Both the Suffolk County Water Authority and Riverhead Town applied for a grant from the New York State Environmental Facilities Corporation to connect homes with contaminated private wells to safe sources of drinking water.
Officials in both towns saw the grants as critical in connecting homes with wells that have tested positive for contaminants such as perfluoralkyl and polyfluoroalkyl that exceed state limits.
The presence of these substances in private drinking wells has been tied to the use of firefighting foams when Grumman owned the vast piece of property that is now the Enterprise Park at Calverton. One of the things the U.S. Navy left behind when the property was transferred to Riverhead Town was groundwater contamination.
The residents impacted by this contamination have lived with this issue for too long. Here we are in 2022 and across America there are scores of communities that don’t have reliable and safe drinking water. That parts of Manorville — which straddles the town line — have been dealing with this and asking government to intervene appears to many to illustrate how painfully slow officials at multiple levels of government are to deal with what is clearly a health emergency.
In its efforts to deal with this crisis, Riverhead officials applied for the grant that, if funded, would have helped move along the process to connect 64 homes to clean water supplies. The SCWA, which services the homes on the Brookhaven Town side, also applied to connect an equal number of homes.
Last week, the SCWA announced it had received a $2.7 million grant for the work — but only to connect homes on the Brookhaven side of the line. Riverhead was shut out. This is good news for homes in Brookhaven, bad news for homes in Riverhead. In this case, a line on a map seems like an impediment to good government policies. The state officials who sort through awarding these grants should make clear why one half of the project received funding but the other did not.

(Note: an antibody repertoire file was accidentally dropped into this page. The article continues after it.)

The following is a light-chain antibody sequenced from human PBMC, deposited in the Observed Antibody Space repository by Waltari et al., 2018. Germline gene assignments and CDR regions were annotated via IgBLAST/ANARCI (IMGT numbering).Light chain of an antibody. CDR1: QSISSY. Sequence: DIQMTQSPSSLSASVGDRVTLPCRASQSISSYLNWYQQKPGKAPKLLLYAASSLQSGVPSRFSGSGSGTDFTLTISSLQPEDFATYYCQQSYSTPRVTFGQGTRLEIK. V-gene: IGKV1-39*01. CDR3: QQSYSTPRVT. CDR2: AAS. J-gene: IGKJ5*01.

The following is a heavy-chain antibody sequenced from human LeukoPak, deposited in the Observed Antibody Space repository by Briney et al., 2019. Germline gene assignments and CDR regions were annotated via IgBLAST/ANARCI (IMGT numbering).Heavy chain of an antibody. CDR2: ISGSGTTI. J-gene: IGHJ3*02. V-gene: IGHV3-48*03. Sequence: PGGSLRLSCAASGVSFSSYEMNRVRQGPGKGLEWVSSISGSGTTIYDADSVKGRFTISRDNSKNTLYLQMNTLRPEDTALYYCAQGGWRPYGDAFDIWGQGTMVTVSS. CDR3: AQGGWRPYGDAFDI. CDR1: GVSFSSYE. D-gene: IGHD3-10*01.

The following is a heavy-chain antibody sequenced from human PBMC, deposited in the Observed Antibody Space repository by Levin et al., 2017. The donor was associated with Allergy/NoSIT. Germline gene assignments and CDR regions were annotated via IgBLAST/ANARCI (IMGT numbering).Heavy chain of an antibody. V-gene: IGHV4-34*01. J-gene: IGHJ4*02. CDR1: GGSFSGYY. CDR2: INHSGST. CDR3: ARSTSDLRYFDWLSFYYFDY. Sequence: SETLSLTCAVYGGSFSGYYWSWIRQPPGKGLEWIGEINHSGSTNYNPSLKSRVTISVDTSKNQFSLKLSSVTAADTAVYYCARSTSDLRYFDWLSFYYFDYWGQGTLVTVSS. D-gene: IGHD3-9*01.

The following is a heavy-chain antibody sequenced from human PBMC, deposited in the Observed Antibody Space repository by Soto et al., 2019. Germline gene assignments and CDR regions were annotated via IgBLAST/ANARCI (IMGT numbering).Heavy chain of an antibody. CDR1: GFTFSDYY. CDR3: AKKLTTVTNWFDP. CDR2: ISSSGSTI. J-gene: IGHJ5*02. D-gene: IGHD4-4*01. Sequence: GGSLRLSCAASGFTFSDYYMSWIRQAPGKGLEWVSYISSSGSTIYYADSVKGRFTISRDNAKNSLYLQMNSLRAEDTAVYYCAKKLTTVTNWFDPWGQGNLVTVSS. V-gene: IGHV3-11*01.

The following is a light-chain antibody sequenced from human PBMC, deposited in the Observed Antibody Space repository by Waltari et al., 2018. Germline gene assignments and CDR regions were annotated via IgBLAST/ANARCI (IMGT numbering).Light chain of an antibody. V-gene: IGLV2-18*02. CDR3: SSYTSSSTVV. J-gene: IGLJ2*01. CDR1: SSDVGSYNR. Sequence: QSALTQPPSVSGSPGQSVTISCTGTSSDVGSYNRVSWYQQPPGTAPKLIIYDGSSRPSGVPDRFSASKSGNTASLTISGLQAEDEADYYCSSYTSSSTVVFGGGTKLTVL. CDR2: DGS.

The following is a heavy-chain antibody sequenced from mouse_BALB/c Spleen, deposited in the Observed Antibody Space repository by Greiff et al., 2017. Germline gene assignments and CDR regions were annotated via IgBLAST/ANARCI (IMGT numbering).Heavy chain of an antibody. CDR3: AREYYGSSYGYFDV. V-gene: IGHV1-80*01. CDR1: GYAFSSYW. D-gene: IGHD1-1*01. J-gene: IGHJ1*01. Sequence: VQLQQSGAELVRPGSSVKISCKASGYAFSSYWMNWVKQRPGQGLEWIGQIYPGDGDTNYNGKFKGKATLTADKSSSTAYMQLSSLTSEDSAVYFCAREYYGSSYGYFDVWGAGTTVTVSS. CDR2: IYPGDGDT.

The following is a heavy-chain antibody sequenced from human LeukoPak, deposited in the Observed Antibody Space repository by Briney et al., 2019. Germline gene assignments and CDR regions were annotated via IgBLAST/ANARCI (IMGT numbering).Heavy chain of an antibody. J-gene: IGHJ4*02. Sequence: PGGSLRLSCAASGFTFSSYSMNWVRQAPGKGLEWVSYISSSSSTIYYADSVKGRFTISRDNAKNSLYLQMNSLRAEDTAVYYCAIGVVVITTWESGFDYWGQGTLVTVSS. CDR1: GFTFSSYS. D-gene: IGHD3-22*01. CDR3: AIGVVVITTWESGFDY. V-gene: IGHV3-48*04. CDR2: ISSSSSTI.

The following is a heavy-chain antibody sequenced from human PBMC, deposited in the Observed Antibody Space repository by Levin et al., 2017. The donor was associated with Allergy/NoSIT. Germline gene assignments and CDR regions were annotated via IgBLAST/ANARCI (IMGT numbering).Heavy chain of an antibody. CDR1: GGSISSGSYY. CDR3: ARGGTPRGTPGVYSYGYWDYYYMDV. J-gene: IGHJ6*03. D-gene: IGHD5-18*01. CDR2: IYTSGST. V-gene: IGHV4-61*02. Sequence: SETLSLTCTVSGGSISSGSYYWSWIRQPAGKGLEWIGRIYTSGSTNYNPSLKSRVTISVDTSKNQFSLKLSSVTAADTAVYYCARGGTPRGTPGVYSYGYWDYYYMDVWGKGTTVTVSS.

As Adrienne Esposito of Citizens Campaign for the Environment pointed out, Northrup Grumman and the U.S. Navy will pay nearly $50 million to provide safe water to the Bethpage Water District in Nassau County. Homes there have been impacted by a large groundwater plume that contains 1,4-dioxane contamination.
The effort to clean up the plume and secure funding to connect impacted homes in Bethpage has gone on for decades. We wonder why any health emergency in America involving the water we drink could possibly have taken so long to resolve.
Which brings us back to Riverhead. As Ms. Esposito summed it up in a news release, “… Riverhead residents are still in limbo and still have no clear timeline for access to clean water.”
As we report in the Riverhead News-Review, Riverhead officials have their fingers crossed that additional federal funding could eventually — not a good word in this context — allow those homes in Manorville to hook up to the Riverhead Water District.
As Supervisor Yvette Aguiar said, the town has asked for $7.5 million from the Drinking Water and Wastewater Infrastructure Act that would go toward this hook-up.
“I’m confident we’re going to resolve this soon,” she said.
On behalf of the residents of Manorville who have long worried about what they are drinking, we certainly hope so. In a time when government at the national level is paralyzed by lies and destructive partisan warfare, we hope local government can solve problems critical to our wellbeing.